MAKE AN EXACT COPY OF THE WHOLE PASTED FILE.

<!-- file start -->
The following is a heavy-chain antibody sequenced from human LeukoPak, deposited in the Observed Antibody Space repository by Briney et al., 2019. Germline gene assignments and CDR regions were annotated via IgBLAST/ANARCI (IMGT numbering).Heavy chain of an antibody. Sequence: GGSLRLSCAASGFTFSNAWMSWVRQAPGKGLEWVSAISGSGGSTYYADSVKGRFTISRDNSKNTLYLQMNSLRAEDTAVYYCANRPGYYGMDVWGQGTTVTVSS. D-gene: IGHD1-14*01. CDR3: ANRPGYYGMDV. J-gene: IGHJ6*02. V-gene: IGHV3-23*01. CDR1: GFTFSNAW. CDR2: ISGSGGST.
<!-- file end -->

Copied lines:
The following is a heavy-chain antibody sequenced from human LeukoPak, deposited in the Observed Antibody Space repository by Briney et al., 2019. Germline gene assignments and CDR regions were annotated via IgBLAST/ANARCI (IMGT numbering).Heavy chain of an antibody. Sequence: GGSLRLSCAASGFTFSNAWMSWVRQAPGKGLEWVSAISGSGGSTYYADSVKGRFTISRDNSKNTLYLQMNSLRAEDTAVYYCANRPGYYGMDVWGQGTTVTVSS. D-gene: IGHD1-14*01. CDR3: ANRPGYYGMDV. J-gene: IGHJ6*02. V-gene: IGHV3-23*01. CDR1: GFTFSNAW. CDR2: ISGSGGST.